Taking pictures from the upper-deck while in-motion is tricky but doable (but not recommended by the bus lines) by those with good balance who can also recognise approaching limits on camera and lighting angles. An early start will also help choice of seat location to help camera angles. Watch out for the sales guys hanging outside of the big train station Termini who have leaflets for all the companies, they often actually work for just one and drag you to a ticket office which is a waste of time as you can just get a ticket on a bus.

The different bus companies offer vastly different service levels. Please help by writing about them:

  • GLT, also known as the Green Line (but the buses are actually grey). No A/C on the lower deck and the audio of the tour is done by multiple different recorded voices (it’s not activated by GPS, too) – the narration feels very disjointed and random, sparse and unhelpful; for example, the audio will tell you too late of things you just went past. Also, they don’t seem to have many buses compared to the other companies.
  • Rome Open Tour: green and yellow livery. A “Bus ‘N’ Boat” combo is available during spring and summer, which lets you navigate the Tiber in addition to the bus sightseeing.
  • Roma Cristiana: yellow buses which stop at the main basilicas, including St. Peter’s.
  • City Sightseeing Roma: red livery with some yellow logos.
  • Trambus Open (ATAC-owned): 101 is the red bus and Archeobus is the yellow one dedicated to the archaeological tours.

Tram – In Rome, there are six tram lines: # 2, # 3, # 5, # 8, # 14 and # 19.

These are the remnants of a much bigger network (in fact, the biggest in Italy) which opened in 1877 but was largely dismantled during the 1960s in favour of a well-developed bus system, whose fleet soon developed a tendency to get stuck in traffic. There are currently three types of of tram cars in service – the oldest one dates from the 1940s and is prevalent on lines #5, #14 and # 19. These cars are not air-conditioned and it’s not possible to buy ATAC tickets aboard: they’re also considerably smaller, and thus prone to overcrowding, than their newer counterparts. Another type of cars entered service in the 1980s, but this one too is small and lacks both air-conditiong and ticket-vending machines; it can be easily recognised by its angular design. The newest of the whole lot are spacious, air-conditioned, have a ticket-vending machine aboard and – what is more important – they come with free Wi-Fi! They’re prevalent on lines # 3 and # 8.

The tram network follows the same timetable as the Metro and bus systems (5:30 AM – 11:30 PM): you should avoid rush hour (7:30 – 9:00 AM), especially on lines # 3, # 5, # 14 and # 19. Line # 8 gets rather crowded on Sundays, because there are fewer trams passing and there’s the Porta Portese flea market going on. Most evenings, lines # 5 and # 14 are jam-packed with commuters.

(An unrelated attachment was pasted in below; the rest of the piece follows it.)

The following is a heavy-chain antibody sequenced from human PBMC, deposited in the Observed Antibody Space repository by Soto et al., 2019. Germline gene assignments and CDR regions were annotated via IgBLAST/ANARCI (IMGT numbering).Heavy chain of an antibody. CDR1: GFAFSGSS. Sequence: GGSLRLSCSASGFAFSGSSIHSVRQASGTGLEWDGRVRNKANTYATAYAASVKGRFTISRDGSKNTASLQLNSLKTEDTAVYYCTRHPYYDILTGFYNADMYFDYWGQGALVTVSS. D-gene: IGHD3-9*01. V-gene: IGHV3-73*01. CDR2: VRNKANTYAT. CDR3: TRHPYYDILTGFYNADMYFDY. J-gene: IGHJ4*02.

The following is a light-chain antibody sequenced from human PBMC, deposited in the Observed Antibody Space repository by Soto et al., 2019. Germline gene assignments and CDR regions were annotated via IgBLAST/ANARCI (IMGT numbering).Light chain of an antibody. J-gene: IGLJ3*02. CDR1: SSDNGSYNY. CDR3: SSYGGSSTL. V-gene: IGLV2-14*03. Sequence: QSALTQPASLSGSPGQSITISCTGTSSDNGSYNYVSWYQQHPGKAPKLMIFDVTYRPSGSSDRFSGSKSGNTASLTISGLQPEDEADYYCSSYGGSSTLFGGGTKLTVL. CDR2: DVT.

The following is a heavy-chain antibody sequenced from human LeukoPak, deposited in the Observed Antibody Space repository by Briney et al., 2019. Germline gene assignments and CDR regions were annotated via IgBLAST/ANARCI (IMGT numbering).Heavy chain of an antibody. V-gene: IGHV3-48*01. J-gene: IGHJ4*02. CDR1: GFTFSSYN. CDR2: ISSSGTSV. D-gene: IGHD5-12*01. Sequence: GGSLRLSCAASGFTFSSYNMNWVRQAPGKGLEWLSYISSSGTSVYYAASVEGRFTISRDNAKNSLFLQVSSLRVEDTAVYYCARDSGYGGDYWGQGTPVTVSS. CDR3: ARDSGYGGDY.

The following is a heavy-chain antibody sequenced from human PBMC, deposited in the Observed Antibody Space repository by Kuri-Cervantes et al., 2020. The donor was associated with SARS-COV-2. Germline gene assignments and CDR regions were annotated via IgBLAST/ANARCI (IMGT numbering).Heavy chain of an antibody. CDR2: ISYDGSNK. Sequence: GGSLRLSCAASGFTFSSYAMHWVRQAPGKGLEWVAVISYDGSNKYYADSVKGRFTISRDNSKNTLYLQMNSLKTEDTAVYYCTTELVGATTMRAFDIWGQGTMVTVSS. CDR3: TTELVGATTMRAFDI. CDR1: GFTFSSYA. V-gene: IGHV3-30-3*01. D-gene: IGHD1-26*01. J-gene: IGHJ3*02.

Metro – There are two-and-a-half Metro (short for “Metropolitana”) lines – A , B and B1 – crossing at Termini. A third, line C, is currently under construction.

Light rail – Rome is also home to an interesting light suburban railway network that may come in useful if you’re headed to some parts of city which are otherwise too impractical to reach via bus or taxi; but you can also use it to get to places such as Viterbo or Ostia Antica. Keep in mind that these lines are leftovers from a much older, extensive network and that the cars themselves are often antiquated: some of them actually look more like trams than proper trains. These railways are all managed by ATAC and are part of the public transportation network the same way as trams and the Metro do, meaning that you can ride them (with a partial exception, see below) by using ordinary ATAC tickets and passes.

These lines are very popular with commuters, so it would be wise to avoid peak hours (7:30 AM to 9:00 AM and 6:00 PM to 7:30 PM circa).

  • The Roma-Giardinetti line connects the city centre with Porta Maggiore – where you can change to tram lines # 3, 5, 14, 19 – and the south-western suburbs. Its main terminus, called Roma-Laziali, is located right next to the far end of Termini station (via Giolitti).
  • The Roma-Lido line connects Testaccio with Ostia Antica and the nearby Ostia district. The Roma Porta S. Paolo train station, which is located right next to the “Piramide” stop of Metro line B and near the “Roma Ostiense” train station, is this line’s main terminus; but it is also possible to board it from the “Basilica San Paolo” and “Eur Magliana” stops of line B, as both systems share part of the same route. To do so, just get off the Metro train and change side of the platform.